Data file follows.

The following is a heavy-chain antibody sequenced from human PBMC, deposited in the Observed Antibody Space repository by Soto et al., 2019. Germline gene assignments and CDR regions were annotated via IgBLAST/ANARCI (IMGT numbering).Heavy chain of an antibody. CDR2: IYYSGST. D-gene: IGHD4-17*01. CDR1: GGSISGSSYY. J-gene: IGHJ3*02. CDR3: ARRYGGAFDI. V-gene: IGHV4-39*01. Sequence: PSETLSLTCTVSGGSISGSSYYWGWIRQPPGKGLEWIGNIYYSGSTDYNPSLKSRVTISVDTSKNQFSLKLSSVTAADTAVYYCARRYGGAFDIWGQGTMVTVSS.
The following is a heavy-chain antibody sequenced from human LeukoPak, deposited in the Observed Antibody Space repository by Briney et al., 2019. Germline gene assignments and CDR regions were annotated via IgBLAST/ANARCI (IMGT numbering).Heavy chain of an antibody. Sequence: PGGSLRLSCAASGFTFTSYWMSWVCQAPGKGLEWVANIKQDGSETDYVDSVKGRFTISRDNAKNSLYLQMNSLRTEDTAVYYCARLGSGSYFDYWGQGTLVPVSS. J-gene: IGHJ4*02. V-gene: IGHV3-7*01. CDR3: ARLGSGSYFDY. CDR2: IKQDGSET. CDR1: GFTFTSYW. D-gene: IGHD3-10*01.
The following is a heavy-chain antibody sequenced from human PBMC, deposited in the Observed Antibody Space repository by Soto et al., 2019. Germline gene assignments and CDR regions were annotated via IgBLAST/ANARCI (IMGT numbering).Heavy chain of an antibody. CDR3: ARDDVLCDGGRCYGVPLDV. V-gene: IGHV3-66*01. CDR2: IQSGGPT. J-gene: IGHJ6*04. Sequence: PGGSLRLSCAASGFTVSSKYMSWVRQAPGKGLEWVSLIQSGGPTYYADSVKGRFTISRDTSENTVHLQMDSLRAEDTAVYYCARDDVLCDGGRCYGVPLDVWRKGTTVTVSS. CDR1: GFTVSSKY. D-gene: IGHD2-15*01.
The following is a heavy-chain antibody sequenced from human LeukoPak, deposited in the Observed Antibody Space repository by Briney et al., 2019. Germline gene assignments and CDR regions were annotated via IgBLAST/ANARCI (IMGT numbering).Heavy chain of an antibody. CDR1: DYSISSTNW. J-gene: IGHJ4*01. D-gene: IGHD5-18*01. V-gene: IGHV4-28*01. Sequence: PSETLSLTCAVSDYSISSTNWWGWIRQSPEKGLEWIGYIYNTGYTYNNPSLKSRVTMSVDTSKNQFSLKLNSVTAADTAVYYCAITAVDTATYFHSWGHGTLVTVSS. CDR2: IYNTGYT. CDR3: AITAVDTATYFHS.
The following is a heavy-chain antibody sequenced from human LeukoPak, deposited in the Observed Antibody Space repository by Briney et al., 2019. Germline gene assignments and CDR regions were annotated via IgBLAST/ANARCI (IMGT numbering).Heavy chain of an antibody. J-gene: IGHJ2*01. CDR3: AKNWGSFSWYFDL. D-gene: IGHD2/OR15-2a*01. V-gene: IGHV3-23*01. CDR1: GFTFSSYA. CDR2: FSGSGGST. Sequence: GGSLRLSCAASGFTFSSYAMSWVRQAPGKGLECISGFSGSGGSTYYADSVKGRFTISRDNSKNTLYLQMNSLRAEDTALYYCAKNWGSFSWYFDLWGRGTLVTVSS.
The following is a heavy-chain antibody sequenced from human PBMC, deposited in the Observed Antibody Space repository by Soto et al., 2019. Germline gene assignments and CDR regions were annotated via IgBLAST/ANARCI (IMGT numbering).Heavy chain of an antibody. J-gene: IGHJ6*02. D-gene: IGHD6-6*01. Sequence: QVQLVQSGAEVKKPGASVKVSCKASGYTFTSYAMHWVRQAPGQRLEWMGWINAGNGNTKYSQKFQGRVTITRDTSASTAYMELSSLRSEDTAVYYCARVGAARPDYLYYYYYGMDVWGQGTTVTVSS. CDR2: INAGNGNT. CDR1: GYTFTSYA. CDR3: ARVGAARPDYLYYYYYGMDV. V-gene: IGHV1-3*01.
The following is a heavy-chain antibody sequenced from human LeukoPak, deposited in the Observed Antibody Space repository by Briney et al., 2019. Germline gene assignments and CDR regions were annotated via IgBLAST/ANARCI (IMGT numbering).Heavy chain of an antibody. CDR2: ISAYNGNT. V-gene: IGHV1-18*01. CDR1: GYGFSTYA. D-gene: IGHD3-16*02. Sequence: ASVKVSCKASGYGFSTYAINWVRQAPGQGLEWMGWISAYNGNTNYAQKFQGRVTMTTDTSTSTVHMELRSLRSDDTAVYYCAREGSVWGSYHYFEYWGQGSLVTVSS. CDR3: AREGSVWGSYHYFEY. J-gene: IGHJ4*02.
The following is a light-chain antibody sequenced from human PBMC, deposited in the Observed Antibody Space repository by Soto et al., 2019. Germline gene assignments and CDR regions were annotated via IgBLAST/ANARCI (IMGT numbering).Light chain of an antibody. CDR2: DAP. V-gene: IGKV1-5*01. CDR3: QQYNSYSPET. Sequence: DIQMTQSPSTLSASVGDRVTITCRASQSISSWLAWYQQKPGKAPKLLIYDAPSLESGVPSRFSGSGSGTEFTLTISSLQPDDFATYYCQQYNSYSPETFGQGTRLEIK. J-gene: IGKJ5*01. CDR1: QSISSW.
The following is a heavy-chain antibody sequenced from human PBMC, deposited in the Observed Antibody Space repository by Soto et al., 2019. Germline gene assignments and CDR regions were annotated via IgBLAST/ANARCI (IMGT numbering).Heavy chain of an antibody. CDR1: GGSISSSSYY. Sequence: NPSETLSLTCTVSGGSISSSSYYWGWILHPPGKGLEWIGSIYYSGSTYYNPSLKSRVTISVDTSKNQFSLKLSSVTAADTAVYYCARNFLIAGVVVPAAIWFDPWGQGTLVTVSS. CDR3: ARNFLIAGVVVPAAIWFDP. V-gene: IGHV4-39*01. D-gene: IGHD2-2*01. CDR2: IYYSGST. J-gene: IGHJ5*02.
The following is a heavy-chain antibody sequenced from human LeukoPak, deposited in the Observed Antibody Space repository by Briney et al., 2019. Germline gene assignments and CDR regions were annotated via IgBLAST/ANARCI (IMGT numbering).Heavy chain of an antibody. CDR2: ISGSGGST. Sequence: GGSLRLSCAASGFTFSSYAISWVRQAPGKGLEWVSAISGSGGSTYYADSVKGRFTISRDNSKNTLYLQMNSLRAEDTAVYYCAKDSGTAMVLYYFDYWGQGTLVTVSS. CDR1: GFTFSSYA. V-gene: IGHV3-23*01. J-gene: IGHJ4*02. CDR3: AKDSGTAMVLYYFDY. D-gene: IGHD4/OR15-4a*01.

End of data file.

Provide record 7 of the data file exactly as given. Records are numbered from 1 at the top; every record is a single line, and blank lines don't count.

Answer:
The following is a heavy-chain antibody sequenced from human LeukoPak, deposited in the Observed Antibody Space repository by Briney et al., 2019. Germline gene assignments and CDR regions were annotated via IgBLAST/ANARCI (IMGT numbering).Heavy chain of an antibody. CDR2: ISAYNGNT. V-gene: IGHV1-18*01. CDR1: GYGFSTYA. D-gene: IGHD3-16*02. Sequence: ASVKVSCKASGYGFSTYAINWVRQAPGQGLEWMGWISAYNGNTNYAQKFQGRVTMTTDTSTSTVHMELRSLRSDDTAVYYCAREGSVWGSYHYFEYWGQGSLVTVSS. CDR3: AREGSVWGSYHYFEY. J-gene: IGHJ4*02.